MickMake Meets Robots and Dinosaurs – Part 2: Robots, projects, electronics and stories

Mick visits one of Tim’s old school mates, Gavin Smith, who runs a MakerSpace called Robots & Dinosaurs in Meadowbank, Sydney, Australia. Part 2 looks at Maker projects, 3D printing, electronics and yet more stories.

[youtube https://www.youtube.com/watch?v=xPrBYrzq3tg&w=640&h=360]

Part 2: Robots, projects, electronics and stories


Transcript

Lost In [a Maker] Space

Tim
What is this?
Gavin
I’ll show you.
Mick
Ready?
Gavin
Yeah.
Mick
The big unveiling.
Tim
OK, let me guess.
Mick
Nice.
Tim
Oh my goodness.
Gavin
So this is B9 from Lost in Space. One of our members, John, has been working on it for several years.

Tim
Oh my.
Mick
Nice.
Gavin
It’s all scratch built. I think they used a fiberglass mold for this bit, but the rest of it’s all hand done and soldered together and carefully polished, and, yeah. It’s a labor of love.
Tim
Even the retro light thingies, man.
Mick
So.
Gavin
I’ve seen endless discussions about what the original lights were, and the colors and the like.
Mick
And there wouldn’t be any plans for it so you have to actually have to watch the movie over and over and over. Sorry watch the TV series over and over and over.
Gavin
There’s actually a community of people that make B9 robots and other ones.
Mick
Right, right.
Gavin
Yeah, it’s a very, very cool suit.


Toaster to robot

Tim
Is that an old toaster?
Gavin
Yes. And a printer and …
Tim
A printer, yeah.
Mick
Ah, yeah. It’s recycled.
Tim
A printer, what a great way to use a printer.
Tim
I was just telling Mick before that his old, big old laser should be used as a beer fridge.
Gavin
Nice.
Tim
It’s big enough, I reckon.
Tim
Plus you could have it in your office and no one would be the wiser.
Gavin
One of the guys does some consulting work with the university and he’s making them a robot that actually lifts up or goes and finds cans and lifts them up and puts them in places and stuff so I’m guessing that’s what all the background to all these is for…


Book scanning

Mick
Book scanner.
Tim
I thought you said scanner, I was like, okay. Bar codes.
Gavin
So you throw the book in there. There is a pair of cameras on the side. There’s a touch screen to operate it, down flip up, click, down, flip up, click.
Tim
I like how it’s counter-weighted.
Gavin
It’s quite easy to use, I’ve done like 1200 pages.
Tim
And you hit the button?
Gavin
In a couple of hours.
Tim
Will this be the button?
Gavin
That will be the button at some point.
Tim
On the handle.
Gavin
The cool thing about this is, somebody made a Raspberry Pi distribution which is read-only. So what happens is you power it on, you stick a USB stick in there to put all your stuff on it. It saves to that. When you’re finished, you just turn it off and you don’t have to worry about it getting corrupted or configuration files or anything, it just does it. Anything else that requires updates or requires configuration would eventually get broken and then it would just sit unused.


Dancing foliage

Gavin
The prototype which is hung which works much better is a third prototype and then the fourth one is gonna be in this box here.
Mick
What was that Kickstarter called?
Gavin
Slow dance, I think? And then they did the Kickstarter.
Tim
There’s a bit of dancing, bit there, okay? Let’s see what happens to that.
Mick
I can still see it.
Gavin
You’ll probably get a much better thing if you go grab another flower from the garden and then play around with it.
Tim
It’s not moving as much but you can see that it’s sort of deforming at the top.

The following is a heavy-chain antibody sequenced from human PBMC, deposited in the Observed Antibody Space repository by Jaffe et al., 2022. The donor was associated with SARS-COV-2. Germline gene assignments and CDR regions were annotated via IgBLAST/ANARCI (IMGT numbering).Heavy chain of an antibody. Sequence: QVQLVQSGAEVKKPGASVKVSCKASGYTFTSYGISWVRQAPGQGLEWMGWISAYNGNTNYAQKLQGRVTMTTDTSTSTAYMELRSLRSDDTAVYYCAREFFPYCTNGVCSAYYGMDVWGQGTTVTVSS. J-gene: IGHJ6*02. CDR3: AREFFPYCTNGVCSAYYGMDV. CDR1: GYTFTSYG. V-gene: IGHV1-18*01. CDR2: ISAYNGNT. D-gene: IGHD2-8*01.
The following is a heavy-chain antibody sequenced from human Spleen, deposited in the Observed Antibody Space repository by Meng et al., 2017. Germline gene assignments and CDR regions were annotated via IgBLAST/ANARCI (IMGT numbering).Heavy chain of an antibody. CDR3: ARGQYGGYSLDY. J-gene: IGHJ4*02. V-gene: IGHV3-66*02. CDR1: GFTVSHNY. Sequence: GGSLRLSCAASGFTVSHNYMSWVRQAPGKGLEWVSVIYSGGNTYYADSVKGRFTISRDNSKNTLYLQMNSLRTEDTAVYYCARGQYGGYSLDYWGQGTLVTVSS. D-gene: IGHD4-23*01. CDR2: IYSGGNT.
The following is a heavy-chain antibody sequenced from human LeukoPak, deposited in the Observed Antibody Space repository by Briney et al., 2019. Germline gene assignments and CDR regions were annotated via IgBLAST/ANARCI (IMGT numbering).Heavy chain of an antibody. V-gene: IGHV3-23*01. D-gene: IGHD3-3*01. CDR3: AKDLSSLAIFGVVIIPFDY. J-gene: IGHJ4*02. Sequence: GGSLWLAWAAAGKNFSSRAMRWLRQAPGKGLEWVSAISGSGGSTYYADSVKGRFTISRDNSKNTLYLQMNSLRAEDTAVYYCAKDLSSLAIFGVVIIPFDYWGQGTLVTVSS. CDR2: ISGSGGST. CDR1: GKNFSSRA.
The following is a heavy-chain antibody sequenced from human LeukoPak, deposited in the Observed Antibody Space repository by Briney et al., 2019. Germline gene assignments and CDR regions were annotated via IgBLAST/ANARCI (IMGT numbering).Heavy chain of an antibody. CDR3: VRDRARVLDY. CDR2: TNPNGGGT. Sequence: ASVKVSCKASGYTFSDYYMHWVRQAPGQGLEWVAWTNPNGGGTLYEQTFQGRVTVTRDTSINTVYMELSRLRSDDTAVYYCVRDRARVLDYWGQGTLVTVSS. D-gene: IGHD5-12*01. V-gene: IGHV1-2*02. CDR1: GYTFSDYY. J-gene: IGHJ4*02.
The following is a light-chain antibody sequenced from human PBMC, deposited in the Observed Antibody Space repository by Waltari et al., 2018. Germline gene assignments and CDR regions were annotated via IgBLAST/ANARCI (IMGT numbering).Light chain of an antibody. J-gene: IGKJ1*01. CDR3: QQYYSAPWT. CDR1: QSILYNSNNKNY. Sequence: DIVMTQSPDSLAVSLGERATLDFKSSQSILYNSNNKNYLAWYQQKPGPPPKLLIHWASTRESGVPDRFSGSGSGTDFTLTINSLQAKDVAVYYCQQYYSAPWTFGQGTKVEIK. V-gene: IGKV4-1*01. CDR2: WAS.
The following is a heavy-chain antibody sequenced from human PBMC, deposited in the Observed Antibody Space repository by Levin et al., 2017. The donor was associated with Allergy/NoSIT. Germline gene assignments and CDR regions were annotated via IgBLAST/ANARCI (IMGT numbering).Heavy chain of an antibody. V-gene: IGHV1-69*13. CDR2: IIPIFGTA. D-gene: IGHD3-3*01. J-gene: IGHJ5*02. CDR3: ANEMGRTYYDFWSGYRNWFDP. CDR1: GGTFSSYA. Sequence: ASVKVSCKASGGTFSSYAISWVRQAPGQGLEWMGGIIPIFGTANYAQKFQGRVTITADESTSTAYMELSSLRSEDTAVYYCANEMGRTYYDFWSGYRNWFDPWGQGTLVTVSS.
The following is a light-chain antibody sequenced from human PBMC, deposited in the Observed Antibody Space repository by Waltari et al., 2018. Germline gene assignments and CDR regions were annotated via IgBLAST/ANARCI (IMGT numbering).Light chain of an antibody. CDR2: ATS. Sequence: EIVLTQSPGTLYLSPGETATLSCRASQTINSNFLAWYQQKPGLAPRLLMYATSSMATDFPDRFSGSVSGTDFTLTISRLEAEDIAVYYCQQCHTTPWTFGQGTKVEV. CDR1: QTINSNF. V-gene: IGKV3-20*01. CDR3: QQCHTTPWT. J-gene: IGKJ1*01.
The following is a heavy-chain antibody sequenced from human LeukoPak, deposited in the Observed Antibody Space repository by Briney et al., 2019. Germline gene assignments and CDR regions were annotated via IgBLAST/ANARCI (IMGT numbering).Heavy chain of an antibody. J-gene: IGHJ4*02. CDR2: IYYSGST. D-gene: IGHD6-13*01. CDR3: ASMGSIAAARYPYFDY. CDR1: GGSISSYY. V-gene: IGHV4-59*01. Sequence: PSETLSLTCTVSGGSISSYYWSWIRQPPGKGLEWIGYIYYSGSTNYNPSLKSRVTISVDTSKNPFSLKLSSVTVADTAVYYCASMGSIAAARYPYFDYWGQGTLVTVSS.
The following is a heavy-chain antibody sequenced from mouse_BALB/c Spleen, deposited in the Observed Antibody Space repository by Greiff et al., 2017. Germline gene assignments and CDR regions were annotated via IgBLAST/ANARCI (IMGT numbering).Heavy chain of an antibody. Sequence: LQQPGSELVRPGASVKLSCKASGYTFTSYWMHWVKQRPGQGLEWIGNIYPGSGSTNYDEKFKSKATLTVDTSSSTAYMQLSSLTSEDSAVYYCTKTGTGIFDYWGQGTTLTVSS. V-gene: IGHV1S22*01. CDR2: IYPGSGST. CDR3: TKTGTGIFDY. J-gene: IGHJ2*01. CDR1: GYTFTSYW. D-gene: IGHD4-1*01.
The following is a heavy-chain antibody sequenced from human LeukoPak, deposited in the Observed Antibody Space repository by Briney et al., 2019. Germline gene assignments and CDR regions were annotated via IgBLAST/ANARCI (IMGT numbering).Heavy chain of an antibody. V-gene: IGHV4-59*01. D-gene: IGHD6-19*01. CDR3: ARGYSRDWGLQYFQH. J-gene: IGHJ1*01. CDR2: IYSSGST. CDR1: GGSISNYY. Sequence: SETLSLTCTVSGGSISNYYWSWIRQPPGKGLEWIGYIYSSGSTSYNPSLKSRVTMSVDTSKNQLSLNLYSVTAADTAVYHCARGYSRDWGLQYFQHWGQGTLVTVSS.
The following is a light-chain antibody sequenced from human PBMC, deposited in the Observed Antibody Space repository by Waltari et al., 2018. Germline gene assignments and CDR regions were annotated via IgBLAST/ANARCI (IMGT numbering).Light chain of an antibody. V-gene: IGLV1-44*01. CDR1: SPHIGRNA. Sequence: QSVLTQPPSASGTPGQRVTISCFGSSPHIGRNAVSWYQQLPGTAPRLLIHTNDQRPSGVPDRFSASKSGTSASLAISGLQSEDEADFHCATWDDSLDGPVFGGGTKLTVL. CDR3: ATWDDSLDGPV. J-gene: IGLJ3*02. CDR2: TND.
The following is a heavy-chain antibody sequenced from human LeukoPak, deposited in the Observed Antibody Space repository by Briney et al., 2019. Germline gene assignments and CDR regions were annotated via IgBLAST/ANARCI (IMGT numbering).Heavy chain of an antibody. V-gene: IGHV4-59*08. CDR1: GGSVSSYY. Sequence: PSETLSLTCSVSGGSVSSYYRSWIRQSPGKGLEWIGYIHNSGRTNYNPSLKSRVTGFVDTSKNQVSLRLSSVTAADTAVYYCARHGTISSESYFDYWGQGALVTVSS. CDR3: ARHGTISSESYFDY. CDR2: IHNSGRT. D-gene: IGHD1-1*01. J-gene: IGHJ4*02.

3D printing

Mick
So, upstairs, eh?
Gavin
So this is upstairs, a bit messy at the moment.
Tim
This is pretty tidy. Is this another, what is this? Oh, it’s a 3D printer.
Gavin
3D printer. 3D printer, 3D printer, 3D printer.
Tim
A lot of people have printers, and they say “oh sorry it’s actually stopped this week ’cause I’ve got to repair it.”
Gavin
Especially in the communal environment, you occasionally you have people that don’t know what they’re doing break it or you have people that think they know what they’re doing try and help and yeah.

Someone
That’s gonna be a door for Minecraft. I’ve got a doorway that I’ve cut on the laser cutter downstairs, using the box generator to make a doorway, and that will go in it and then I’ve got a stepper motor that’ll sit undernearth it and make it open and close.
Mick
Cool.
Tim
And there’s a fan, so that’ll be PLA?
Someone
It is PLA. So it’s. The temperature is there as well. So the head is at 200 degrees. And the bed is sitting on 50 degrees.
Someone
I used something called OpenSCAD, which is a programming language. You define 3D primitives like cubes and spheres and cylinders in code and it lets you combine them and slice them in different ways. So this is built up from a bunch of rectangles and cubes and some cylinders that I’ve just combined. The slicer is responsible for turning it into layers and also calculating all that info.


Gavin’s storage solution

Tim
This is where I’m most comfortable. I saw the soldering iron and the wires I thought, “Okay, I’m home now.”
Gavin
We’ve got a bunch of tools for doing surface mount stuff, for doing all sorts of electronics, and a bunch of bits and pieces for people to borrow and use for their own projects and we’ve got a very large parts collection which I’m very proud of this organizing.

Mick
Look at all this labeling. Oh my goodness, this is very, very new person friendly.
Gavin
Yeah that’s exactly what I was aiming for, is if you’re not familiar with electronics, you can still figure out where stuff goes.
Tim
This is really cool, yeah.
Gavin
And the cool thing about pictures is, every time you go in and grab something, just subconsciously the pictures, it’s like you’re moving through a forest and you’re remembering the layout of everything. So you don’t have to read the stuff, it’s just you’re coming up with this map in your head without even trying.
Gavin
I have about 10 of these things at home. 10 freestanding filing cabinets worth of stuff. Because with the amount of parts that I have, I would not survive.
Gavin
So this is inspired after seeing Adam Savage’s, Adam from Mythbusters, had a big thing on his tool organization system. And that’s great but it’s incredibly expensive. And they’re thousands and thousands of dollars for the racks. And I went, “Well, I could just make it…”
Tim
Let’s just put plywood, and some brackets.”
Gavin